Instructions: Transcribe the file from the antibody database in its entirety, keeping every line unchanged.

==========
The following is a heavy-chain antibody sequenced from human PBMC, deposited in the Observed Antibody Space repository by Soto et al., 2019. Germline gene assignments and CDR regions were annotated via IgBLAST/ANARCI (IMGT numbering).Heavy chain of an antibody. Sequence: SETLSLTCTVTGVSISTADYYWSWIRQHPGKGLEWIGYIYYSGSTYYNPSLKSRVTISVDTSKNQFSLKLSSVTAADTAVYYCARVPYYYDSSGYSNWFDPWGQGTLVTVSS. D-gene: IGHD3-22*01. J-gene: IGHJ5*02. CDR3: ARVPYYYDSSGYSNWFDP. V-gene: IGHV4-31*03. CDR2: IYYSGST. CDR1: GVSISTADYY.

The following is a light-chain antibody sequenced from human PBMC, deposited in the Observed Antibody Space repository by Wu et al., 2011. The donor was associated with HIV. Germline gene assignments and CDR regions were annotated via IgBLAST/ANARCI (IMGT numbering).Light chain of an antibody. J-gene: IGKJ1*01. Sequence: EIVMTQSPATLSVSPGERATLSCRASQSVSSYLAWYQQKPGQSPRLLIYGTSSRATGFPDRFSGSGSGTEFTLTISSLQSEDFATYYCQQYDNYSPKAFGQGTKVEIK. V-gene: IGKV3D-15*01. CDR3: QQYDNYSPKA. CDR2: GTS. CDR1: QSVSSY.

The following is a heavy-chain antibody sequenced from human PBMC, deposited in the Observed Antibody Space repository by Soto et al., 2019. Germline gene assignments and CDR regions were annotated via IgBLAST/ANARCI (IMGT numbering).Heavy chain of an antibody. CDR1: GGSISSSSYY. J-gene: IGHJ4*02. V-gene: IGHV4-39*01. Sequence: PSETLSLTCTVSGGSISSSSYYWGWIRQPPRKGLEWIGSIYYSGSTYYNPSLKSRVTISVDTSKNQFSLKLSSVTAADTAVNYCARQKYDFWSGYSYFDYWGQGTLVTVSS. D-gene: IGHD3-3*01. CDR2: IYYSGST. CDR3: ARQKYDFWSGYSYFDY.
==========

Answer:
The following is a heavy-chain antibody sequenced from human PBMC, deposited in the Observed Antibody Space repository by Soto et al., 2019. Germline gene assignments and CDR regions were annotated via IgBLAST/ANARCI (IMGT numbering).Heavy chain of an antibody. Sequence: SETLSLTCTVTGVSISTADYYWSWIRQHPGKGLEWIGYIYYSGSTYYNPSLKSRVTISVDTSKNQFSLKLSSVTAADTAVYYCARVPYYYDSSGYSNWFDPWGQGTLVTVSS. D-gene: IGHD3-22*01. J-gene: IGHJ5*02. CDR3: ARVPYYYDSSGYSNWFDP. V-gene: IGHV4-31*03. CDR2: IYYSGST. CDR1: GVSISTADYY.

The following is a light-chain antibody sequenced from human PBMC, deposited in the Observed Antibody Space repository by Wu et al., 2011. The donor was associated with HIV. Germline gene assignments and CDR regions were annotated via IgBLAST/ANARCI (IMGT numbering).Light chain of an antibody. J-gene: IGKJ1*01. Sequence: EIVMTQSPATLSVSPGERATLSCRASQSVSSYLAWYQQKPGQSPRLLIYGTSSRATGFPDRFSGSGSGTEFTLTISSLQSEDFATYYCQQYDNYSPKAFGQGTKVEIK. V-gene: IGKV3D-15*01. CDR3: QQYDNYSPKA. CDR2: GTS. CDR1: QSVSSY.

The following is a heavy-chain antibody sequenced from human PBMC, deposited in the Observed Antibody Space repository by Soto et al., 2019. Germline gene assignments and CDR regions were annotated via IgBLAST/ANARCI (IMGT numbering).Heavy chain of an antibody. CDR1: GGSISSSSYY. J-gene: IGHJ4*02. V-gene: IGHV4-39*01. Sequence: PSETLSLTCTVSGGSISSSSYYWGWIRQPPRKGLEWIGSIYYSGSTYYNPSLKSRVTISVDTSKNQFSLKLSSVTAADTAVNYCARQKYDFWSGYSYFDYWGQGTLVTVSS. D-gene: IGHD3-3*01. CDR2: IYYSGST. CDR3: ARQKYDFWSGYSYFDY.